Skip to main content

Filing EB-1 Petitions with USCIS Post-Kazarian

By October 14, 2013June 20th, 2019Articles

In view of a backlog in visa availability and very slow progress in the visa bulletin, as well as continuing high unemployment, which makes securing labor certification difficult, more and more foreign nationals are attempting to obtain permanent residency in the U.S. through the EB-1 category. The EB-1 category covers three subtypes of immigration classifications: EB-11, aliens with extraordinary ability; EB-12, outstanding professors or researchers; and EB-13, multinational executives or managers. In general, the EB-1 category provides a dramatically faster path to permanent residency than other employment-based categories, providing a substantial benefit to individuals who qualify in this category.

United States Citizenship and Immigration Services “USCIS” also is aware of the increasing popularity of this category. As a result, over the past two years, USCIS has greatly increased its scrutiny of immigrant visa petitions filed in the EB-1 category. According to information released by USCIS, in 2010 and 2011, 36% of petitions filed in the EB-11 category were denied. Additionally, the percentage of cases receiving substantial Requests for Evidence has increased greatly from prior years.

USCIS’s interpretation and application of a 2010 9th Circuit Court of Appeals decision, Kazarian v. USCIS, is a significant reason why so many petitions in the EB-11 category receive Requests for Evidence and why many eventually are denied.. Following the Kazarian decision, USCIS published a policy memorandum which, according to USCIS, applies the court’s decision and analysis. However, the policy memorandum arguably distorts the court’s decision. This USCIS policy memorandum marks a change in how USCIS interprets and applies the regulations pertaining to EB-11 and EB-12 petitions (as well as EB-2, “exceptional ability” immigrant visa petitions).

The USCIS policy memorandum directs officers to take the following steps when adjudicating an EB-11, EB-12, or EB-2 immigrant visa petition:

(1)Determine whether the petitioner or self-petitioner has submitted the required evidence that meets the parameters for each type of evidence listed at 8 CFR 204.5(h)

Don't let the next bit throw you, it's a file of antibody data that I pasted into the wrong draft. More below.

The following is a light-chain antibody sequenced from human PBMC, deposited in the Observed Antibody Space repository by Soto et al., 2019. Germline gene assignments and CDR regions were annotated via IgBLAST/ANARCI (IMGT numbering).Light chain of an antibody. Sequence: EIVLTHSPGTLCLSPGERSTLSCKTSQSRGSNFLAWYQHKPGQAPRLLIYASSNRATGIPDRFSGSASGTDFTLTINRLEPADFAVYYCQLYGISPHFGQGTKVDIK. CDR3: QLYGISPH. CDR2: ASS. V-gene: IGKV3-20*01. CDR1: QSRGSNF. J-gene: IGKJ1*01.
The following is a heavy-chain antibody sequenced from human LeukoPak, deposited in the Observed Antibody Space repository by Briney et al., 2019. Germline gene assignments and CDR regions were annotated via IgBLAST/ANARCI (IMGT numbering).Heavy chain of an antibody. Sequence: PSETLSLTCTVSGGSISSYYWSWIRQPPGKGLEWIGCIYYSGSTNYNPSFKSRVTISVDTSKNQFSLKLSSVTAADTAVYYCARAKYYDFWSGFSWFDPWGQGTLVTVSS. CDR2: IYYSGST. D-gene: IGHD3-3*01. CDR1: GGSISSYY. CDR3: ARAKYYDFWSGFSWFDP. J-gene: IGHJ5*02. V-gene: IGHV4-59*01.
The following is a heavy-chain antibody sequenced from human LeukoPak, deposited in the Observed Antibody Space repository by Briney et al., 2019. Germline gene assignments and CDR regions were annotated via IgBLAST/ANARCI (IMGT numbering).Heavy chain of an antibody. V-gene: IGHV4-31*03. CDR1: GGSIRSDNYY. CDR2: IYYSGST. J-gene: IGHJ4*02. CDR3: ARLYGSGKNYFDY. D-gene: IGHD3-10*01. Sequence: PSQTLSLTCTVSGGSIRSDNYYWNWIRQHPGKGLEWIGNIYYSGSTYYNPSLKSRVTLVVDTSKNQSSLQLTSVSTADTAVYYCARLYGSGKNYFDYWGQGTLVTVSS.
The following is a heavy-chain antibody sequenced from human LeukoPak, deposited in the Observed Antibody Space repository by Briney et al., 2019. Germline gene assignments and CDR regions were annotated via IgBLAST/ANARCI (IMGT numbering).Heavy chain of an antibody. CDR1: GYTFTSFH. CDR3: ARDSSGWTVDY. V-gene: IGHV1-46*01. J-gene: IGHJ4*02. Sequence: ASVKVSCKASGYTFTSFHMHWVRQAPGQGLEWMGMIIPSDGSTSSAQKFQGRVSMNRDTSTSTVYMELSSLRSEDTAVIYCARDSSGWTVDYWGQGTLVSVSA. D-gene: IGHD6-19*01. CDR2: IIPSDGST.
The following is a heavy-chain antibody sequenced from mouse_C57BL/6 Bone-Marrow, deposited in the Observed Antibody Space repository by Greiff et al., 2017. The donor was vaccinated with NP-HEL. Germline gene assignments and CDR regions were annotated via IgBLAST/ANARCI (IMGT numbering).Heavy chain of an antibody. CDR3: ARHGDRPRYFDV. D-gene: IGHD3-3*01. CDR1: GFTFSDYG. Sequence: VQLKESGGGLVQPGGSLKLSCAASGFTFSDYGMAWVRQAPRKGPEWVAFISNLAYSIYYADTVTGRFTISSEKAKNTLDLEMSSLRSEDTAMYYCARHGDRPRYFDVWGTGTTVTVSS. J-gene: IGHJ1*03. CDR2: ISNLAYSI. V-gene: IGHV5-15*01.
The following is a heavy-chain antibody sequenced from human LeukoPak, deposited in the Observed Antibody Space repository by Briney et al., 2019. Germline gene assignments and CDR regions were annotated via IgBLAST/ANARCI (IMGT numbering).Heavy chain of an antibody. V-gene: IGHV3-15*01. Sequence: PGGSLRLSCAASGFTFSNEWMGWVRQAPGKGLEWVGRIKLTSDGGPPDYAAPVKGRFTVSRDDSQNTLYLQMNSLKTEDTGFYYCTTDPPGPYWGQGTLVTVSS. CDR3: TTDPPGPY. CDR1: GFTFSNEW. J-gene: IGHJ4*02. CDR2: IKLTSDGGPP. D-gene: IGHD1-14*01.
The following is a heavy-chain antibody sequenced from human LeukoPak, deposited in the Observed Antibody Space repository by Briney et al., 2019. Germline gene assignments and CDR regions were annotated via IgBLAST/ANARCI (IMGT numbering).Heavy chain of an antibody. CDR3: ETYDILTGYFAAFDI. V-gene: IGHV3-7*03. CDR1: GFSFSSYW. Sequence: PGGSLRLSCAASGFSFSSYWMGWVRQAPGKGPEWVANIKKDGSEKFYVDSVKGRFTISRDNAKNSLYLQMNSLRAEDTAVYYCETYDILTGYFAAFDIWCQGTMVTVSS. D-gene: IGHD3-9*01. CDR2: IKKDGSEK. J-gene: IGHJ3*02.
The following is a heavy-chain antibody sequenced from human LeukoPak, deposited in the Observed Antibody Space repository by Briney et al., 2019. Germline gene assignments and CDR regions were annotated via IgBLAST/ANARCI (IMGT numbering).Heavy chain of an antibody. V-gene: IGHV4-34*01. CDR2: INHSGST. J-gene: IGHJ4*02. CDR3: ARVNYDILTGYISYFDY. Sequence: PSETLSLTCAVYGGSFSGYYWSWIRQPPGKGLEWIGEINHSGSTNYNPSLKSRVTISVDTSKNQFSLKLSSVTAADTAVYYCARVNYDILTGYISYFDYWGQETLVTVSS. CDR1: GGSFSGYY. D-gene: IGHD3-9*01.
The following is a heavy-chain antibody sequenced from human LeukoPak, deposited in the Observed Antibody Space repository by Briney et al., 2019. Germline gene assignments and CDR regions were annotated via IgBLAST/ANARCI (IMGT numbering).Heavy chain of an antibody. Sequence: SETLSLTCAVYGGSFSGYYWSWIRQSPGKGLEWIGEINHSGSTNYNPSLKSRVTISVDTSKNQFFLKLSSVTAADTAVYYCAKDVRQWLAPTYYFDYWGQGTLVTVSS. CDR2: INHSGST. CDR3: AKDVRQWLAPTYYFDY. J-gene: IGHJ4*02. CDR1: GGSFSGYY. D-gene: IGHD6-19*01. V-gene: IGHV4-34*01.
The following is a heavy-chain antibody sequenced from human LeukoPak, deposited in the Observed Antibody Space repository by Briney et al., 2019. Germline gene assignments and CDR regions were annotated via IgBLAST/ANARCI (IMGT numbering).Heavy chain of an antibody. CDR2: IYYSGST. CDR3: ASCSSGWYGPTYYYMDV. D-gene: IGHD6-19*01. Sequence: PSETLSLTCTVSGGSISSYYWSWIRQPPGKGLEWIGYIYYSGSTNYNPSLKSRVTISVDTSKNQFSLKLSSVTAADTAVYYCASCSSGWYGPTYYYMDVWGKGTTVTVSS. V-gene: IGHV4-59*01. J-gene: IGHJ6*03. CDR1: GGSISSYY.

(3); and

(2) Determine whether the evidence submitted is sufficient to demonstrate that the beneficiary or self-petitioner meets the required high level of expertise for the extraordinary ability immigrant classification during a final merits determination.

Evaluation of Evidentiary Criteria in Certain Form I-140 Petitions, Police Memorandum, United States Citizenship and Immigration Services, August 18, 2010, available at:

This two-step analysis seemingly is not required by either the regulations or the Kazarian decision itself. Nevertheless, this analysis is now required by USCIS, and the petitioner must be able to satisfy both parts of the analysis in order to prevail on the immigrant visa petition.

As a result of this new interpretation of the regulations, it has become increasingly important for the petitioner to present sufficient evidence of his or her achievements. In addition, it has become vital to include with the petition sophisticated legal analysis, identifying how the specific documents included satisfy USCIS’s new criteria.

Unfortunately, the U.S. economy still remains down and unemployment remains high. These factors mean that labor certification is difficult to secure, because many “qualified U.S. workers” may be available for jobs that are the subject of labor certification applications. In addition, the visa backlog continues to remain a problem, and looks to stay that way for the near future. Accordingly, the EB-1 category remains an important option for many talented professionals. Individuals seeking permanent residency in the U.S. should not avoid this visa category because of the increased scrutiny USCIS is giving it. Nevertheless, they should understand USCIS’s new requirements, and obtain the assistance of an attorney who understands them as well.

I need a consultation

Leave a Reply